"Spanglish” is Spanish + English. It’s the Spanish language peppered with large doses of English words, popular in some places of Texas, California, Florida and New York. The term “Spanglish” dates from at least 1958.
(Oxford English Dictionary)
[Blend of SPANISH n.1 + ENGLISH n.]
A type of Spanish contaminated by English words and forms of expression, spoken in Latin America.
[1954 S. TÍO A. Fuego Lento 62 Esta lengua nueva se llamará el ‘Espanglish’. La etimología es clara. Viene de español y de english.] 1967 Time 7 Apr. 12 A historical pageant known as a ‘Texas Fandangle’—border-country Spanglish for fandango, the frenetic Mexican dance.
3 January 1958, Los Angeles Times, “Cityside” with Gene Sherman, pg. 2:
You know the rest of the story and there’s enough of Mr. Jeannette’s Spanglish to carry it on.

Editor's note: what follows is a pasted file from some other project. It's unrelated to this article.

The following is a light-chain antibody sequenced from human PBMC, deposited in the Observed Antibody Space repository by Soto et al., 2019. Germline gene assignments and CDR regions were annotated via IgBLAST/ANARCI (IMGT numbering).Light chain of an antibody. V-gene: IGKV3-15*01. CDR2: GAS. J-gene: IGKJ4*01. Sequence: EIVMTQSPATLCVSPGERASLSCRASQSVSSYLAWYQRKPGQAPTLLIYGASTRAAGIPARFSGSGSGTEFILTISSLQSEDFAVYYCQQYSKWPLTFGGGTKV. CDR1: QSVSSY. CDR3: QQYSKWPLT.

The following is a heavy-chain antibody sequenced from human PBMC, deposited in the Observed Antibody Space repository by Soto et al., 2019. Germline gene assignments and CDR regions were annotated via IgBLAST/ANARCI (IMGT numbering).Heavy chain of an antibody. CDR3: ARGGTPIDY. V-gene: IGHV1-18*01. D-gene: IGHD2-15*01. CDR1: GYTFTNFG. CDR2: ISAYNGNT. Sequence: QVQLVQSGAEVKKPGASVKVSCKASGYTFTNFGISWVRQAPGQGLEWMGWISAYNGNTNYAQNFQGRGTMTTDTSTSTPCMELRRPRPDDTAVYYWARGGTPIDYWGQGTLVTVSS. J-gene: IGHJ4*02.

5 October 1958, Syracuse (NY) Herald-American, pg. 74, col. 7:
BURBANK, Calif.—Hollywood members of the Warner Bros. unit filming “John Paul Jones” in Spain have a name of their own for the combination of Spanish, English and sign language they use to make themselves understood on the set. They call it Spanglish.
10 November 1964, Washington Post, pg. A16:
Notes on Mexico:
by Karl E. Meyer
Texas (Lone Star State Dictionary) • (0) Comments • Tuesday, December 26, 2006 • Permalink